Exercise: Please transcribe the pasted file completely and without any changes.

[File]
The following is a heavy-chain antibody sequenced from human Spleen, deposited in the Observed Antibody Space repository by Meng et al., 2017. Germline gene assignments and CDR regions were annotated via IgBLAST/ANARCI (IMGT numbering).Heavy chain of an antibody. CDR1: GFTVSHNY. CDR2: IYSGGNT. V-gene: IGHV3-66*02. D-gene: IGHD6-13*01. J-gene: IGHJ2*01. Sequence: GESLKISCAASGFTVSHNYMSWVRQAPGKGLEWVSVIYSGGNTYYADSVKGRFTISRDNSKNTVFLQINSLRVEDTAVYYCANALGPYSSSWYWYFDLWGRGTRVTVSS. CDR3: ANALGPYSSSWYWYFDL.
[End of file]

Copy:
The following is a heavy-chain antibody sequenced from human Spleen, deposited in the Observed Antibody Space repository by Meng et al., 2017. Germline gene assignments and CDR regions were annotated via IgBLAST/ANARCI (IMGT numbering).Heavy chain of an antibody. CDR1: GFTVSHNY. CDR2: IYSGGNT. V-gene: IGHV3-66*02. D-gene: IGHD6-13*01. J-gene: IGHJ2*01. Sequence: GESLKISCAASGFTVSHNYMSWVRQAPGKGLEWVSVIYSGGNTYYADSVKGRFTISRDNSKNTVFLQINSLRVEDTAVYYCANALGPYSSSWYWYFDLWGRGTRVTVSS. CDR3: ANALGPYSSSWYWYFDL.